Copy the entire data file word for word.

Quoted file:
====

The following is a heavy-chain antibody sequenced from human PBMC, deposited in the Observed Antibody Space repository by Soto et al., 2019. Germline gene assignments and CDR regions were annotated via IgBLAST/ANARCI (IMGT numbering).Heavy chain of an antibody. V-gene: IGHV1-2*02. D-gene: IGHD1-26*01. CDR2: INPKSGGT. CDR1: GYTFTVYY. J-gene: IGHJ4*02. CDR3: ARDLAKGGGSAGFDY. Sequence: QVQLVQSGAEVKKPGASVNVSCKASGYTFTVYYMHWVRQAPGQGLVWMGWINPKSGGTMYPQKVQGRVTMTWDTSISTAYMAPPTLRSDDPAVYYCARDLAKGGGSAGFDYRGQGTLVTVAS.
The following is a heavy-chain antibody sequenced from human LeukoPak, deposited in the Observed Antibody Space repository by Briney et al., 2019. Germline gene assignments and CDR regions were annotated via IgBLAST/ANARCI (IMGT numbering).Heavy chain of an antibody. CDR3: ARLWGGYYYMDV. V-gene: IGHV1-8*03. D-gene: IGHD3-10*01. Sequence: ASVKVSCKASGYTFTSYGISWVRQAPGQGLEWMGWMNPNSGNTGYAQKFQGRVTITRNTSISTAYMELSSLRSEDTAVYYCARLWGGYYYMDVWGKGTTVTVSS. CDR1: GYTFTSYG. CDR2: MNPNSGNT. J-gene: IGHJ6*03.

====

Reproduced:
The following is a heavy-chain antibody sequenced from human PBMC, deposited in the Observed Antibody Space repository by Soto et al., 2019. Germline gene assignments and CDR regions were annotated via IgBLAST/ANARCI (IMGT numbering).Heavy chain of an antibody. V-gene: IGHV1-2*02. D-gene: IGHD1-26*01. CDR2: INPKSGGT. CDR1: GYTFTVYY. J-gene: IGHJ4*02. CDR3: ARDLAKGGGSAGFDY. Sequence: QVQLVQSGAEVKKPGASVNVSCKASGYTFTVYYMHWVRQAPGQGLVWMGWINPKSGGTMYPQKVQGRVTMTWDTSISTAYMAPPTLRSDDPAVYYCARDLAKGGGSAGFDYRGQGTLVTVAS.
The following is a heavy-chain antibody sequenced from human LeukoPak, deposited in the Observed Antibody Space repository by Briney et al., 2019. Germline gene assignments and CDR regions were annotated via IgBLAST/ANARCI (IMGT numbering).Heavy chain of an antibody. CDR3: ARLWGGYYYMDV. V-gene: IGHV1-8*03. D-gene: IGHD3-10*01. Sequence: ASVKVSCKASGYTFTSYGISWVRQAPGQGLEWMGWMNPNSGNTGYAQKFQGRVTITRNTSISTAYMELSSLRSEDTAVYYCARLWGGYYYMDVWGKGTTVTVSS. CDR1: GYTFTSYG. CDR2: MNPNSGNT. J-gene: IGHJ6*03.